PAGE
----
In the search of the home that followed, police found a .22 caliber revolver hidden under the back porch, which was later determined to be the gun that fired the bullet recovered from Carlos' chest and one recovered from the trunk of Luis' car. A State firearms examiner also determined that the markings on a collection of .22 spent cartridges found in the basement of the home were made by the same gun. Dkt. No. 11-17 at 224:10-232:4. Fifty-one bullets that had been fired into a board recovered from the basement were also examined. Although too damaged to determine whether they were fired from the gun recovered from under the porch, the firearms examiner did opine that they were Remington gold .22 caliber bullets, just like the bullets recovered from Carlos' chest and the trunk of Luis' car. Id. at 238:7-241:15.

         In the face of this evidence, Garcia tried to convince the jury that he was framed. He testified that he had bought and sold guns as a way of making money since he was sixteen years old, and that one of his best customers was Carlos Bautista-Ibenez, the very person he was alleged to have shot. Dkt. No. 11-18 at 175:23-177:12. In fact, Garcia testified that he had sold Carlos the gun that the State claimed he had used to shoot Carlos about two weeks before he was arrested. Before he sold it to Carlos, Garcia testified that he had shown Carlos it was in good working order by test firing it into the boards found in his basement. Id. at 179:18-180:23. In closing, Garcia's attorney argued that Luis and Carlos were lying about who shot Carlos. Counsel argued that Carlos was somehow shot with his own gun, and that he called his brother on the way to the hospital and instructed him to plant the gun at Garcia's house so that he would not be caught with a stolen gun. Dkt. No. 11-20 at 68:23-75:20. Counsel also argued that the evidence showing Garcia had called Luis on his phone shortly before the shooting was manufactured by the police and that Hilda was lying about the threat Garcia had made. Id. at 64:16-66:9; 76:19-78:4.

         Garcia also offered evidence intended to refute the inference that his refusal to exit the house when police ordered him to come outside was due to his involvement in the shooting. In an apparent attempt to provide an alternative explanation for his attempt to hide in the attic, Garcia testified that he thought there was an outstanding warrant for his arrest. Garcia testified on direct that he was arrested in Racine in March of 2008 while in possession of another .22 caliber handgun that police then confiscated. He missed his court appearance for that charge on April 1, 2008, and assumed a warrant had been issued for his arrest. Garcia also claimed he did not exit the house when police ordered him to do so because his uncle, who thought the police might be there to arrest him, had asked him to flush his drugs down the toilet. Dkt. No. 11-18 at 182:8-183:5; 190:11-194:3.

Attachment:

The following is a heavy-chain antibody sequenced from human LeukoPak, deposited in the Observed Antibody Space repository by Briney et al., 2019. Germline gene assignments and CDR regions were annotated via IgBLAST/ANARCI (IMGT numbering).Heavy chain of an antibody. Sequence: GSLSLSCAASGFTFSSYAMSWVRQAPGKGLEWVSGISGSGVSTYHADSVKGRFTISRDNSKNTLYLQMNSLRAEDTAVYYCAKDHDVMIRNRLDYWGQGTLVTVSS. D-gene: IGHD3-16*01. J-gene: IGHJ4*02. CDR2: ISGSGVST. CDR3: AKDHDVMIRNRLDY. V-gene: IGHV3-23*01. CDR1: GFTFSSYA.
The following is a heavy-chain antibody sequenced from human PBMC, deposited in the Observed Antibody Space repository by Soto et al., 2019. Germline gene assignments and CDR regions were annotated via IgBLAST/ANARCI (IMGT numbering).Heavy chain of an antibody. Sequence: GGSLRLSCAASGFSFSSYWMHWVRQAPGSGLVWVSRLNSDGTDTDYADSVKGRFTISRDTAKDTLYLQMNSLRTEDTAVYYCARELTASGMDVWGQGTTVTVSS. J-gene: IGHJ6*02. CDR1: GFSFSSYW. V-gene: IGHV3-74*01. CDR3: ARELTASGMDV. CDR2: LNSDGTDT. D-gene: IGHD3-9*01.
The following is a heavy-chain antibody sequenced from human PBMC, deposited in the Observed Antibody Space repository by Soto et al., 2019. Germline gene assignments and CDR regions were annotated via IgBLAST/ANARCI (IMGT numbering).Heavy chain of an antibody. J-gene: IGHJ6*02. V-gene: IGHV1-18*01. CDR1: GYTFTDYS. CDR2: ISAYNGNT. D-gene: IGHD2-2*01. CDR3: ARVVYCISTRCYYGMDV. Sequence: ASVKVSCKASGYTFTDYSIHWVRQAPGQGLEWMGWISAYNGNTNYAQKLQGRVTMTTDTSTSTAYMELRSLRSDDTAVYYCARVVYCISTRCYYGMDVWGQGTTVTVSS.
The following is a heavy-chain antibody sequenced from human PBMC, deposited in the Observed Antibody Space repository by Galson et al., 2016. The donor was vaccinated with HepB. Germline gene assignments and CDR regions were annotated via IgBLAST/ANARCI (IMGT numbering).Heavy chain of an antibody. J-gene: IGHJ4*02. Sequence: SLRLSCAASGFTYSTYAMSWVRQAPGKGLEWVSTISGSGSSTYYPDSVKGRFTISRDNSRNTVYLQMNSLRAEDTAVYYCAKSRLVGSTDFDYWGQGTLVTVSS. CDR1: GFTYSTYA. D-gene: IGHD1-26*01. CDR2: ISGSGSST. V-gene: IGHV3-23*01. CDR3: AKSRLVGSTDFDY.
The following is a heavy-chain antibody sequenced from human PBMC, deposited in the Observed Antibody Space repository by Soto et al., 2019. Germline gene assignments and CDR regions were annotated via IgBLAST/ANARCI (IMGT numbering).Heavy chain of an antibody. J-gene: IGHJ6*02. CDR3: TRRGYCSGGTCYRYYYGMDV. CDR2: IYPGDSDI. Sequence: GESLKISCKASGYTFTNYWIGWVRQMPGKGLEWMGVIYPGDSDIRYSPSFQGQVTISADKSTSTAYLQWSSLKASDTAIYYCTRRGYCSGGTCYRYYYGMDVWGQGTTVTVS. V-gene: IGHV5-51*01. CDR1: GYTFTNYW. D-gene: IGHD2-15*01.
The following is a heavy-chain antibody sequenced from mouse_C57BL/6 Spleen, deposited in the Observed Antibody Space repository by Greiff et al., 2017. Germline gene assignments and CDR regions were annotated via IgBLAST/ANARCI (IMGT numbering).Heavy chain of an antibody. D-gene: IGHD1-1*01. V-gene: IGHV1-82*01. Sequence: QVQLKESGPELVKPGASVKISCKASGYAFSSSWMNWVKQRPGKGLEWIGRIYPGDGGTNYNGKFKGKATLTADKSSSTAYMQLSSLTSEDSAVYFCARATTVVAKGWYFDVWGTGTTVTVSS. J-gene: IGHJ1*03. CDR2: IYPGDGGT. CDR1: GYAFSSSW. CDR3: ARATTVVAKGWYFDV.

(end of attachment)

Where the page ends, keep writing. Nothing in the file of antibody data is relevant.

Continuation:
On cross examination, the prosecutor inquired further into Garcia's March arrest for carrying a concealed weapon in Racine. He elicited the fact that Garcia was arrested in a borrowed car parked outside another young woman's house who had apparently called the police. When police approached, they found the loaded gun on the seat next to him, and he had a ski mask and rubber gloves on his person. A set of two-way radios, which the prosecutor suggested could be used to monitor police transmissions, and a pair of binoculars was also found in the car. Garcia admitted he falsely told police he had found the gun. Id. at 240:19-264:10.

         Much of the defense rested on expert reconstruction testimony intended to show that the State's account did not match the physical evidence. Based on the assumed positions of the vehicles on the night of the shooting, the defense attempted to show that the shooting could not have occurred in the manner claimed. But because the precise locations of the shooter, the victim, and the vehicles was unknown, this evidence was easily called into question. Dkt. No. 11-19 at 107:11-127:9. After approximately six hours of deliberations, the jury found Garcia guilty on all seven counts.

         B. Postconviction Proceedings and Appeals

         In July 2012, Garcia, represented by postconviction counsel, filed a motion in circuit court for a new trial on the ground that his trial counsel was ineffective for failing to recognize that the reckless endangerment charges were lesser-included offenses of the attempted homicide charges. The court conducted a hearing on the motion and subsequently denied the motion on January 8, 2013. The court reasoned that the jury was instructed to consider the greater-included offenses first and that the evidence of guilt was overwhelming, and therefore Garcia was not prejudiced. Garcia subsequently filed an appeal. On July 24, 2013, the Wisconsin Court of Appeals dismissed the appeal to allow Garcia to pursue issues not adequately raised in the circuit court. Garcia filed a second motion for a new trial. The State then moved to dismiss the three counts of first-degree reckless endangerment, and the circuit court granted the State's motion to dismiss and denied Garcia's motion for a new trial. ...